Very few of these Turkey-work or leather chairs have survived, although through a period of some thirty years they are frequently mentioned in the inventories both m the North and South, and t is not at all uncommon to find a large number, from one to three dozen, in a single mventory. l"he probable reason is that when the leather or irkey work was worn out the frames were of little use and were broken up or thrown away.

After 1650 chairs became lighter in appearance, the leather chair just described affording the type.

Figure 446 ;ndicates how this effect was secured. The front legs and stretcher resemble quite closely the chair shown n the preceding figure, but the enure frame of the piece is knob-turned. The back is composed of two turned rails and five turned spindles. This chair is in the Bolles Collection.

A very beautiful chair of this period is shown n Figure 447. The form and construction are the same as shown 'n the preceding figure, but the turning

Spiral Turned Chair Leg
Spiral-Turned Arm-Chair, 1650-60.

is all spiral-twisted, giving a rhythm of form which is extremely pleasing. It will be seen that even the rails of the seat arc turned in the same manner, and a wooden seat is sunken into the rail. This chair is also in the Bolles Collection.

The most notable change in this period was the introduction of cane chairs from Holland. Their graceful and beautifully carved frames were in striking contrast to the turned and wainscot pieces then generally in use.

This style of furniture came into general use in England in the reign of

Charles Chair

Charles II (1660), and continued until the Dutch style became dominant in the reign of An lie n 1702.

I'he fact that furniture should be exported from the Low Countries was not strange, for Antwerp seems to have been a great centre for that trade from about 1560 down, and Anderson, i. 1 his "History of Commerce," says that in that city were Germans, Danes, Italians, English, and Portuguese, and the commerce included exchanges with all the civilised countries of Europe. Antwerp was exporting household furniture to Genoa, England, and Spain as early as 1560, and, in fact, was one of the most important places in the commercial world.

So far as this country is concerned, these chairs appear ii the inventories not earlier than the last quarter of the seventeenth century. We find at York town, 1687, "2 old cained chairs 16s," and in New York, (rn 1691, "13 cane chairs broken and out of order," which would idicate at least that at that date the style was not new. At Philadelphia, 1686, "8 cane chairs"; 1687, "8 cane chairs"; Boston, 1732, "1 doz. cane chairs"; Salem, 1734, '"6 cane chairs."

"he style remained in fashion ufttii after 1719, for n that year 'n the Boston News Letter is mention of "line cane chairs just imported from London."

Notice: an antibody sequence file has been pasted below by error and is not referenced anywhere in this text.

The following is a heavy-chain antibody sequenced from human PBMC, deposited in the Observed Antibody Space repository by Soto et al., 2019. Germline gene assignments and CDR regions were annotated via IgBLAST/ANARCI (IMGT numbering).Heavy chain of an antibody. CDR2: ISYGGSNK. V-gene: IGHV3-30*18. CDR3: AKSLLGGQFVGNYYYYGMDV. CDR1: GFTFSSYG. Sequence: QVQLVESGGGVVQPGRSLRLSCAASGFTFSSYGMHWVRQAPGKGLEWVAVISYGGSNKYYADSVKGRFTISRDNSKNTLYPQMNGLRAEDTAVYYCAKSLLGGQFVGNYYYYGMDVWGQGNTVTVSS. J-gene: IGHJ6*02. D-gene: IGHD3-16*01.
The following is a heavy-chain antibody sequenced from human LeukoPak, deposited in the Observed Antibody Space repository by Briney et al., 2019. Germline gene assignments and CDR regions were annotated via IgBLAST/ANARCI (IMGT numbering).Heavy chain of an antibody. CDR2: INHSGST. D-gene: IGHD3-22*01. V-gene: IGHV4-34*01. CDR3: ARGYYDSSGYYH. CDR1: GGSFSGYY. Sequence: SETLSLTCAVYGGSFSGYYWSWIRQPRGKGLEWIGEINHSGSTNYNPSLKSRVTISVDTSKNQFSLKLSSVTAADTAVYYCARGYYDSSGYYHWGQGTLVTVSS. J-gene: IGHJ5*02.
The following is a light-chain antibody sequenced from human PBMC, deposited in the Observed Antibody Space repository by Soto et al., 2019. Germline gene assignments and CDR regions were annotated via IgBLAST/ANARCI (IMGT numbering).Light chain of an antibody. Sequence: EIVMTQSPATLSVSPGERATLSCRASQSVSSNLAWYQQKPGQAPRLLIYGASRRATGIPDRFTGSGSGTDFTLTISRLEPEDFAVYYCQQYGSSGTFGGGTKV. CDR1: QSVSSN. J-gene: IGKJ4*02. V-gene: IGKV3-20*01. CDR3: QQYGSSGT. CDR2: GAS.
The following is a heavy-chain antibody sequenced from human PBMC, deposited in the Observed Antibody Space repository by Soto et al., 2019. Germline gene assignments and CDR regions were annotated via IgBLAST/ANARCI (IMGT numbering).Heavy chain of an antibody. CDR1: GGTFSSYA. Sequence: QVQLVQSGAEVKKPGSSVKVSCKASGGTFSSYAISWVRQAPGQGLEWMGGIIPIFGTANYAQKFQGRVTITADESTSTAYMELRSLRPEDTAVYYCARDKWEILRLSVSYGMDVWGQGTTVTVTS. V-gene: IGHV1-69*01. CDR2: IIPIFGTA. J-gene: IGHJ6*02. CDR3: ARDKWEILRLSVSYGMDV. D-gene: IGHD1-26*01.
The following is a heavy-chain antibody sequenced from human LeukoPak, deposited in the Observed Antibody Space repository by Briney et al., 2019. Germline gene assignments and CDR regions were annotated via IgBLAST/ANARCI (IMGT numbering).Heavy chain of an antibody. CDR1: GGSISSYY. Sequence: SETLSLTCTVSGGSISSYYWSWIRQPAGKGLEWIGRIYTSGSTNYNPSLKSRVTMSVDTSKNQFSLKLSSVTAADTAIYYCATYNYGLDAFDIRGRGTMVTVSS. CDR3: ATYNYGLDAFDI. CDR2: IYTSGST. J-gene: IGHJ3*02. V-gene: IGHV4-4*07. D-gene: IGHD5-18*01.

Cane Chair, 1660-80. The chief characteristics of the cane chair in its purity are that the cresling and front stretc her are carved, and usually there are rare exceptions, in the same design. The seat is high from the floor and the backs are tall and stately. The origiral caning is always composed of very narrow double strands runn'ng vertically and horizontally and a single wider strand running diagonally. The holes for the cane are in a straight l:ne on the upper surface, but are bored diagonally, so that on the reverse side they alternate in two parallel lines. The back legs and stiles of the back, which are in one piece, are raked to an angle where the seat joins the back.

Tie wood is beech or walnut, and occasionally, in English specimens, oak. In the later pieces the cane in the back is sometimes replaced by carved strips, but no American example of the type has come under the writer's observation.

It is probable that many of these chairs found in America were imported, for chairs in the same design are found in England, but it is also probable that many of the simpler sort were made here.

There are three well-defined types of the cane chair:

  1. —Those in which the turned stiles of the back terminate in finials with a carved cresting between, as in Figure 448.
  2. —Those in which the carved cresting extends over the stiles of the back which set into them, as in Figure 470.

In these two classes there is inserted between the stiles a frame of cane.

Third.—Those in which the stiles of the back are not turned, but moulded, and appear to carry in a continuous line over the top, as in Figure 475.

Each of these types persisted beyond the time when it was in fashion, and the third can be traced into the Dutch period. In order to show clearly the development of each of these types, we will take them up separately and carry them through to the time each either disappeared or was absorbed in a later style.